What’s the best free sat nav app? – A top five guide
Sat Nav apps have really taken off in recent years, and these days we test almost as many apps as we do stand alone devices. There’s a wide selection, ranging from free apps from brands you’ve never heard of, to the pricier options from renowned brands like TomTom and Garmin. We’ve taken a look at some of the free ones available for iPhone and Android.
To find the best sat navs, we put each one through a series of on-road tests. We have devised an extremely demanding test route that includes busy city streets, complex junctions involving several turns in quick succession, multiple lanes, and single and multiple lane roundabouts.
We measure how well sat navs deal with all this, looking at the quality of visual and audio instructions. When it comes to apps, we also take into account how easy they are to download and install. Clear road directions are one thing, but if an app has you tearing your hair out before you even get on the road, we’ll let you know about it.
Find out more about how we test sat navs.
We have found that free sat nav apps are very mixed when it comes to overall performance. Here we’ve rounded-up the most popular options, but be sure you to check our full sat nav reviews to see how they perform on the road.
MapQuest UK for Android and iPhone
Mapquest boasts many features – voice commands, live traffic and auto re-routing among them. However, one features that is missing is any sort of guide or instruction manual. This is a common problem with free apps, although thankfully many of them are self explanatory.
The voice command feature is a welcome addition to anyone wanting to replicate the functions of a stand alone sat nav. In theory it provides a nice solution to prodding at a screen to trying to select your destination. Drivers can speak the name of the place they want to go to, and the app will automatically set the route.
MapQuest also comes with a traffic monitoring system. This is free, and comes with the app – unlike other apps there’s no additional fee for this service. In theory this lets you beat the queues, but during our testing we found it wasn’t always a success.
MapQuest UK review - See what we thought of Mapquest UK when we reviewed it for Android devices.
Navfree for iOS
Like many sat nav apps , NavFree uses maps from OpenStreetMap, a world mapping project that anyone can get involved in.
This iPhone app allows you to access your iPod music library directly from the map screen.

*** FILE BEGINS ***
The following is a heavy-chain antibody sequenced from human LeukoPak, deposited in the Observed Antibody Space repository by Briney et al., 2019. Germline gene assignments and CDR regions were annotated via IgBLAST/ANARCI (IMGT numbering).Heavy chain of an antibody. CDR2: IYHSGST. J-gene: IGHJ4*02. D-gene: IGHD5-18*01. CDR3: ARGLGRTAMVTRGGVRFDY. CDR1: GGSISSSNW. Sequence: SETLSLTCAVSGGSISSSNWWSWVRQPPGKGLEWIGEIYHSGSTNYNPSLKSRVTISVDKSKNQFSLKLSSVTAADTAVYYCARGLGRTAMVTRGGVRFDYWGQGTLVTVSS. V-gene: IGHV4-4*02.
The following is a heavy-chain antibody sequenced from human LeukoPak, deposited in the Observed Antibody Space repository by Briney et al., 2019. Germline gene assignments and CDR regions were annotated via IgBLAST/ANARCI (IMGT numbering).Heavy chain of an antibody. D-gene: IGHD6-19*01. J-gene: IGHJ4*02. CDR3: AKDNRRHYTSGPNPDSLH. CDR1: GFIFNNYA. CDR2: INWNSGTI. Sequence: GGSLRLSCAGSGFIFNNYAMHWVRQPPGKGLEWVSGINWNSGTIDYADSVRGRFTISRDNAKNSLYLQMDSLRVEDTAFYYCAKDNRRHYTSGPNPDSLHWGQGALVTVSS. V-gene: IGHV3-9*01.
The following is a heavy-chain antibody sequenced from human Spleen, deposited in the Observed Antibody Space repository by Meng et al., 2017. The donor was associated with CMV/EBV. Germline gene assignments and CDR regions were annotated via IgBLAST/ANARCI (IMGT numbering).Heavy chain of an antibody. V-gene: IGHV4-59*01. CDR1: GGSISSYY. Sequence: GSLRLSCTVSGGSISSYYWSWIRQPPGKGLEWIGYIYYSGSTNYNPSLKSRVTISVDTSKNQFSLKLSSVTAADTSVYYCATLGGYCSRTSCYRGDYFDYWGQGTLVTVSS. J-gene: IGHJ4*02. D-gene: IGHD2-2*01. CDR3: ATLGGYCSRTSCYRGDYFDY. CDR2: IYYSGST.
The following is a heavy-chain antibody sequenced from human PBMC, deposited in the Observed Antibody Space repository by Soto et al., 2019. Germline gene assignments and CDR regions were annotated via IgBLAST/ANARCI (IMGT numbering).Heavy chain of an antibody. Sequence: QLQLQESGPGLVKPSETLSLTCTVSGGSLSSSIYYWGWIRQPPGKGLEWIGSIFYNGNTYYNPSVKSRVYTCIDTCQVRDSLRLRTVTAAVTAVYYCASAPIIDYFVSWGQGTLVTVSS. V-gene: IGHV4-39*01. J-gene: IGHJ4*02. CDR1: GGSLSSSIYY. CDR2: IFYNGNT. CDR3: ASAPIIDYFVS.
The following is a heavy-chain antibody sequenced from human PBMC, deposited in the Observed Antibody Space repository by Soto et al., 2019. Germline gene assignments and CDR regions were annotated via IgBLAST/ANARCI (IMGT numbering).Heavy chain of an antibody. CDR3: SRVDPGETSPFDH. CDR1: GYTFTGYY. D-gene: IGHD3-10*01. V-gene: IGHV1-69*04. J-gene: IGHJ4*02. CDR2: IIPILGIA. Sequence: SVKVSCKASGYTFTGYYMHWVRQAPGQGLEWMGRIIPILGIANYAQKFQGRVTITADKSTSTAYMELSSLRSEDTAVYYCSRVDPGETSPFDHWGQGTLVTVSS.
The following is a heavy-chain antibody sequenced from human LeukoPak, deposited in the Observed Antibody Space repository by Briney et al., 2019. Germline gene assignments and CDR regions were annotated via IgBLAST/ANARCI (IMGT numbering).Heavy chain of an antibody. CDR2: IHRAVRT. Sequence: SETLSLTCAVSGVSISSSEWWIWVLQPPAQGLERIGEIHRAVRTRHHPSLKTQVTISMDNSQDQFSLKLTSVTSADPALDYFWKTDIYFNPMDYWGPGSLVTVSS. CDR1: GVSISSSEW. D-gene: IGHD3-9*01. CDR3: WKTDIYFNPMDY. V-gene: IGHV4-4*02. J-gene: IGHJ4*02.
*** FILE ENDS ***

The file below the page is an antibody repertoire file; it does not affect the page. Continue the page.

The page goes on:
Like most sat nav apps, you can take advantage of free map updates, although this version covers UK and Ireland only. You can download separate Navfree apps covering various European countries.
This is one of the better free apps we’ve tested. A new version with a few small improvements has been released since we tested it.
NavFree app review - see the review for our on-road test results
Google Maps Navigation for Android and iOS
The most well-known free app, Google Maps has some rather clever features. Live traffic info with coloured lines providing a clue to the severity of the traffic situation is useful, and unusual on a free app.
When you get to your destination street the screen switches automatically to Street View mode for a clearer view of where your final destination is located.
There’s voice activation too, although there’s little initial guidance on when you can use it.
Google Maps is available on both Android and iOS devices, and there’s little difference between the two versions.
Waze for Android and iOS
Here’s a sat nav app that does things a little differently. Essentially a community driven app, the routes in Waze are created by the users. Content like ‘time to destination’ and traffic data is submitted by other drivers.
This does mean that if you live out in the sticks, there’s less chance of having usable information for your area, but major cities and roads should all be catered for.
The information is gathered passively, meaning that as you drive your route data is contributing to improving Waze’s mapping, but you can take a more active role if you wish, submitting information such as road hazards or accidents. It’s an interesting experiment – think of it like a road based Wikipedia.
Waze has a voice command feature, but our experience with it wasn’t a huge success.
Waze review – Are community sat navs the way forward?
Nokia Drive for Windows Phones
Nokia Drive is a free sat nav app for those of you with Windows mobiles.
It does a lot of things right – you can download the maps to your phone, so you’re not relying on a constant data connection to update the journey, a welcome feature for those on a limited data plan.
Nokia Drive also adds speed warnings, a feature which we don’t see on all free apps (Google Maps doesn’t have them, for example), but we found that they weren’t always reliable as we would have liked. Read our review for the full details.
There is a re-routing option, so if you take a the wrong turn on a roundabout, Nokia Drive is quick to set you on the right path. There’s no option for changing your route though, a feature which is disappointingly absent on most free apps.
The Nokia Drive app comes with European maps.
Nokia Drive review - is this app worth downloading for your Windows Phone?
If you’re willing to spend a little money on a sat nav app, we also have reviews of paid-for apps from TomTom, Garmin and Co-Pilot in our sat nav reviews.
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